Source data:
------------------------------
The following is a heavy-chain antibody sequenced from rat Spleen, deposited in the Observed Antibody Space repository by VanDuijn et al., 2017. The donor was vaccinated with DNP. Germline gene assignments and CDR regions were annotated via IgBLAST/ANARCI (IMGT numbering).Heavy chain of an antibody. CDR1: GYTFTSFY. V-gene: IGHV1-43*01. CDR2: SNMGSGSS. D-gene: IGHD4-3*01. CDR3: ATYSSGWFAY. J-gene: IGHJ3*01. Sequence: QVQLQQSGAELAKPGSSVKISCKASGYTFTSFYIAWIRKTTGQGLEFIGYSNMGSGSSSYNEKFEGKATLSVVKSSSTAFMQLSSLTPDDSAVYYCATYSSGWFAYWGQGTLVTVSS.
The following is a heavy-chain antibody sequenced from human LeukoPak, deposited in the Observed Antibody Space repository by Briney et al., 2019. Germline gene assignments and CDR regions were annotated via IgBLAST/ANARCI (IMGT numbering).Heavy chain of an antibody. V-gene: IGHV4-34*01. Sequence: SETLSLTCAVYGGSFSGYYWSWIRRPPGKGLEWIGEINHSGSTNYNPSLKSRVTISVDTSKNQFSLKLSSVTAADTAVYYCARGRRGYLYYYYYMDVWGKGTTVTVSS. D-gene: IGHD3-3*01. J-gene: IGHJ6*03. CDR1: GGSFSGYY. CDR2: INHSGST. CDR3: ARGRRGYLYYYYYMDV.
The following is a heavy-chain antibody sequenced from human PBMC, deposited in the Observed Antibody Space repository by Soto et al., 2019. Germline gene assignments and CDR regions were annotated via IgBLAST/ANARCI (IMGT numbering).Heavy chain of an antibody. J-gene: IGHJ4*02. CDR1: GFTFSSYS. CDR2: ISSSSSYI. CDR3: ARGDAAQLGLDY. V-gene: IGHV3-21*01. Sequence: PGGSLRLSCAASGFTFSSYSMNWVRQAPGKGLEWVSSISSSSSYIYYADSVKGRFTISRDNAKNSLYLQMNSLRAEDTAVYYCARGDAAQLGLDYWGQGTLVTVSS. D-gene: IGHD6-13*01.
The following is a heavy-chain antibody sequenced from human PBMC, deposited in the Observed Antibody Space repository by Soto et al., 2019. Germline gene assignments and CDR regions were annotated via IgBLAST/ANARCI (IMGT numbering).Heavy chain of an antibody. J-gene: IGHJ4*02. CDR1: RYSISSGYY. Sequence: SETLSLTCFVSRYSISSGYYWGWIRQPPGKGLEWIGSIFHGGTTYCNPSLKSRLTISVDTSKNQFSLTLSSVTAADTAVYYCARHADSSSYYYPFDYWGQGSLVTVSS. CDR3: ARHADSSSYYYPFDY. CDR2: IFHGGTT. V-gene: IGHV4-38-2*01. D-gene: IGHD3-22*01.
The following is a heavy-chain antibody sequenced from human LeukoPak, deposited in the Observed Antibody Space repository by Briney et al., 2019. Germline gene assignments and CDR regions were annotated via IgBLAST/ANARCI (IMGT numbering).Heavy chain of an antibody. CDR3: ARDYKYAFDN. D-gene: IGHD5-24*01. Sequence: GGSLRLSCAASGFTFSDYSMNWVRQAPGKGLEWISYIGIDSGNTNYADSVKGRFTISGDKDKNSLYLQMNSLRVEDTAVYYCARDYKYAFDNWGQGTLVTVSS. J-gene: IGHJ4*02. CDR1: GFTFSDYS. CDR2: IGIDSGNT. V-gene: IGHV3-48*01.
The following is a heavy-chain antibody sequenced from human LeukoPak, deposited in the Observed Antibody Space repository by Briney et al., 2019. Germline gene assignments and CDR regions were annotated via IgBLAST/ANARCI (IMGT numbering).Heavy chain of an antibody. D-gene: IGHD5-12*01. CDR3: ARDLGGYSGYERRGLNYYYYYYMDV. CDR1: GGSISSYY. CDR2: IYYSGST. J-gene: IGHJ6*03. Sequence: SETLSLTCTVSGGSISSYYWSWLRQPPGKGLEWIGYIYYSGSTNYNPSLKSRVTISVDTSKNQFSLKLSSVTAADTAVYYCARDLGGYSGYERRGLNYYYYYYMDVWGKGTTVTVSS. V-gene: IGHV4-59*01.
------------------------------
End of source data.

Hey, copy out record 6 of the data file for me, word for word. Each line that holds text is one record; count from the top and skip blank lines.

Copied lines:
The following is a heavy-chain antibody sequenced from human LeukoPak, deposited in the Observed Antibody Space repository by Briney et al., 2019. Germline gene assignments and CDR regions were annotated via IgBLAST/ANARCI (IMGT numbering).Heavy chain of an antibody. D-gene: IGHD5-12*01. CDR3: ARDLGGYSGYERRGLNYYYYYYMDV. CDR1: GGSISSYY. CDR2: IYYSGST. J-gene: IGHJ6*03. Sequence: SETLSLTCTVSGGSISSYYWSWLRQPPGKGLEWIGYIYYSGSTNYNPSLKSRVTISVDTSKNQFSLKLSSVTAADTAVYYCARDLGGYSGYERRGLNYYYYYYMDVWGKGTTVTVSS. V-gene: IGHV4-59*01.